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J Neurosurg Pediatr. 2010 Oct;6(4):393-7. doi: 10.3171/2010.7.PEDS10149.

Langerhans cell histiocytosis in a 5-month-old presenting with biparietal masses.

Author information

1
Division of Pediatric Neurosurgery, Lucile Packard Children's Hospital, Stanford University School of Medicine, Stanford, California 94305-5327, USA.

Abstract

Langerhans cell histiocytosis (LCH) is a rare proliferative disorder that occurs most commonly in the pediatric population as a result of pathological clonal proliferation of Langerhans cells with subsequent damage and destruction to surrounding tissue. Clinically, LCH presents in a variety of ways, which often results in prolonged time to diagnosis and subsequently poorer outcomes. In this case report, the authors describe an unusually early presentation of multisystem LCH in a patient at birth, which resulted in a 5-month delay to diagnosis and treatment. This patient presented both atypically young and with an uncommon initial manifestation of multisystem disease with multiple soft-tissue swellings rather than early skin involvement. Additionally, this patient had an unusual radiographic appearance with biparietal skull destruction on initial skull radiographs and biparietal soft-tissue lesions on CT resembling cephalohematoma at 3 months of age. The clinical and radiological evaluation, pathology, and treatment strategies are discussed, with particular attention paid to the importance of further workup of atypical nonresolving cephalohematomas to prevent disease progression and poorer outcomes.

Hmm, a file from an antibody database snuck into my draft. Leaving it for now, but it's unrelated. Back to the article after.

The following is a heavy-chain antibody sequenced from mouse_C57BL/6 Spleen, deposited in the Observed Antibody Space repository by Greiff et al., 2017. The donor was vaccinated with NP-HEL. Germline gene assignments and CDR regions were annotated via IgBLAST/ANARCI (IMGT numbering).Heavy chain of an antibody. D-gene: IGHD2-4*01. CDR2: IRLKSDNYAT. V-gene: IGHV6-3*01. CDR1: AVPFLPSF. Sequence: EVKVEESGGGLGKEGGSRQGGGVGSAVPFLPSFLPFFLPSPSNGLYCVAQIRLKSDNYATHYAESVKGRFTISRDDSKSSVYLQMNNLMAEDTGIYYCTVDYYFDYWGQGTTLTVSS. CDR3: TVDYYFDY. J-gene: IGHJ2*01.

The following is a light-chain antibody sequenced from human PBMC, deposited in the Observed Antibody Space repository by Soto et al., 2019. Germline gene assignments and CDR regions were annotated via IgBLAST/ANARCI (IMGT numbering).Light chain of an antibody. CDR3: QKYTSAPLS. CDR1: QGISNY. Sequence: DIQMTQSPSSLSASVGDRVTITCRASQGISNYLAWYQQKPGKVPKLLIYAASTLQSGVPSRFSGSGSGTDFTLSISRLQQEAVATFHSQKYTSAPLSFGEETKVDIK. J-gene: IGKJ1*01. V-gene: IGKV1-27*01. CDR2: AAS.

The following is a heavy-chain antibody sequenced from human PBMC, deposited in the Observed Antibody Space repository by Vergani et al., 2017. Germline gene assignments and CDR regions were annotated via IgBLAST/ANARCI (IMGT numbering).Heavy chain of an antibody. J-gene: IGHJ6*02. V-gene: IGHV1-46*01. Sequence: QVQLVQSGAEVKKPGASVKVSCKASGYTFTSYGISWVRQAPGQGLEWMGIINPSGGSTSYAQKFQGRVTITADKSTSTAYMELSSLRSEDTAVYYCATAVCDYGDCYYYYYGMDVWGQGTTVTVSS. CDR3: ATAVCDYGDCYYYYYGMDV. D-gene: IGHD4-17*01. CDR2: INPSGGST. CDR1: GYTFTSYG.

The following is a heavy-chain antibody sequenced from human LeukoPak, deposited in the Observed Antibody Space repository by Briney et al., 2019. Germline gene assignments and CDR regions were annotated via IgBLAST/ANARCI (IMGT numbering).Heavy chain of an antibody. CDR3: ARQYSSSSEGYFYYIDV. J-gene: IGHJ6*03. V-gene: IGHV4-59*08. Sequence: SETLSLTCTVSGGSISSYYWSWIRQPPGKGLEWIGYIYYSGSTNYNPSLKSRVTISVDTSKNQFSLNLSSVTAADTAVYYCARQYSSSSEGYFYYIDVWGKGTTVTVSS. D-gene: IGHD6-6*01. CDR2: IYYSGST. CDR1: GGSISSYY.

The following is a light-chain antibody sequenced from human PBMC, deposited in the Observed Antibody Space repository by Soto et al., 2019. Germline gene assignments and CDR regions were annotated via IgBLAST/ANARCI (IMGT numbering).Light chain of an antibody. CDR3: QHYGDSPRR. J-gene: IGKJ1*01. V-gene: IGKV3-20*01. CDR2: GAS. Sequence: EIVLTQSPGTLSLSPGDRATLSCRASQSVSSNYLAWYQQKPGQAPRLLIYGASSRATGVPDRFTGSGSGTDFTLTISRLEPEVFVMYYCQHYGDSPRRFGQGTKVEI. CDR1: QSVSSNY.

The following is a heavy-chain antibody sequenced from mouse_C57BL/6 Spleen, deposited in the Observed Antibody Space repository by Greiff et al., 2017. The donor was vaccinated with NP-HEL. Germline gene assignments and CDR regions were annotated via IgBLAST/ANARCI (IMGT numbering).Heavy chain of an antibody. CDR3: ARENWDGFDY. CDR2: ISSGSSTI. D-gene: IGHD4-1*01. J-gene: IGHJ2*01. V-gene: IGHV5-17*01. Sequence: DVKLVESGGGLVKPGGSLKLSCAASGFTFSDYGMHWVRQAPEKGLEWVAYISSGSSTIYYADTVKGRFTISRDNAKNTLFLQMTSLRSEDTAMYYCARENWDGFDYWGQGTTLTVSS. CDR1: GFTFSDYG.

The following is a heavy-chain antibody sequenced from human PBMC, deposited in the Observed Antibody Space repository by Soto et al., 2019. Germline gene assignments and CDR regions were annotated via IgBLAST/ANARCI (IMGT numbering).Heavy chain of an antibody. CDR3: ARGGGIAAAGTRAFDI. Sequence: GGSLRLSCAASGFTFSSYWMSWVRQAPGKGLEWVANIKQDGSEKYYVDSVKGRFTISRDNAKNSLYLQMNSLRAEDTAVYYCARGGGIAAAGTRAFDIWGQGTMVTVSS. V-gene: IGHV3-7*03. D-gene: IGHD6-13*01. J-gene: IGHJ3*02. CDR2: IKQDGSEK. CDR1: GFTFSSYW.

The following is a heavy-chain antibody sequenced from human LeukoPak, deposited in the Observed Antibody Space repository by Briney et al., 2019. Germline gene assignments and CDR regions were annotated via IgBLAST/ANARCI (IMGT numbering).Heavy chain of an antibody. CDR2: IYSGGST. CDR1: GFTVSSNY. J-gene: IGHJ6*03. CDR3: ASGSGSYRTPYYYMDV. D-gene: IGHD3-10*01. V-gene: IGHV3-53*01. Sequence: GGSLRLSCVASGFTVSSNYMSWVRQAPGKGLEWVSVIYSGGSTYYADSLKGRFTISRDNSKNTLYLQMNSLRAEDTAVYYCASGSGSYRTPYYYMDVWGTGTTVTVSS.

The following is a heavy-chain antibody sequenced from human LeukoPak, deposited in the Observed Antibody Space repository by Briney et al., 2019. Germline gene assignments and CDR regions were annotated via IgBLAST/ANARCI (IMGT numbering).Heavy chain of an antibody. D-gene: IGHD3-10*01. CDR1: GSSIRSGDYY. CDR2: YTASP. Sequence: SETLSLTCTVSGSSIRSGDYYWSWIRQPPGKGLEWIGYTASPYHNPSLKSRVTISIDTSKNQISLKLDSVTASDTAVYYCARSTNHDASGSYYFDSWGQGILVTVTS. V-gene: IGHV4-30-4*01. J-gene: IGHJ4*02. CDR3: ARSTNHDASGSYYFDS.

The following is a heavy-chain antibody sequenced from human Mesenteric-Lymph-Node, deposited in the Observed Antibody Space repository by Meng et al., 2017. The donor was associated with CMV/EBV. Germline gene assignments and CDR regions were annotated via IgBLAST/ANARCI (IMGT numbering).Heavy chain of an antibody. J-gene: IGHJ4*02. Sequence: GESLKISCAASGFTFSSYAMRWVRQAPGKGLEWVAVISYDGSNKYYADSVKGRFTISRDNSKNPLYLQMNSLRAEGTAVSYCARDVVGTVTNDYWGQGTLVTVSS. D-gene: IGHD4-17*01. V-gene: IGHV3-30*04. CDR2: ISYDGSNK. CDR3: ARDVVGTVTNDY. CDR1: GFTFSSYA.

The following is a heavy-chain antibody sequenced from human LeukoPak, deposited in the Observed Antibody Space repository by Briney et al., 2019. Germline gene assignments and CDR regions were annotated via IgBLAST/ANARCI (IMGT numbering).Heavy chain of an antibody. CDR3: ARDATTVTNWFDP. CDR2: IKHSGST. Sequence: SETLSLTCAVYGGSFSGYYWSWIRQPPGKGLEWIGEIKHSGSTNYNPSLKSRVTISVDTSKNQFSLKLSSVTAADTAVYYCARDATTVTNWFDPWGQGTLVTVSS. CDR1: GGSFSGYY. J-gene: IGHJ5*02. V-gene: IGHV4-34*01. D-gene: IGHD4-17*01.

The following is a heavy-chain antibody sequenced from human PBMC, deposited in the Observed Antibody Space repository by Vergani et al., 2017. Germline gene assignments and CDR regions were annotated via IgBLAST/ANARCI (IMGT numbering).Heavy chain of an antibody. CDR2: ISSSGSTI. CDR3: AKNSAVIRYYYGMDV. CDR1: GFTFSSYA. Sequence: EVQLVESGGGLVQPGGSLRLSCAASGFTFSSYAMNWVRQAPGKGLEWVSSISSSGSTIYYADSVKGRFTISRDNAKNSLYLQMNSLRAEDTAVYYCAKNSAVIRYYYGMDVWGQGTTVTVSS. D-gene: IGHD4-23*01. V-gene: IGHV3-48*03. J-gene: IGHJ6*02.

PMID:
20887116
DOI:
10.3171/2010.7.PEDS10149
[Indexed for MEDLINE]

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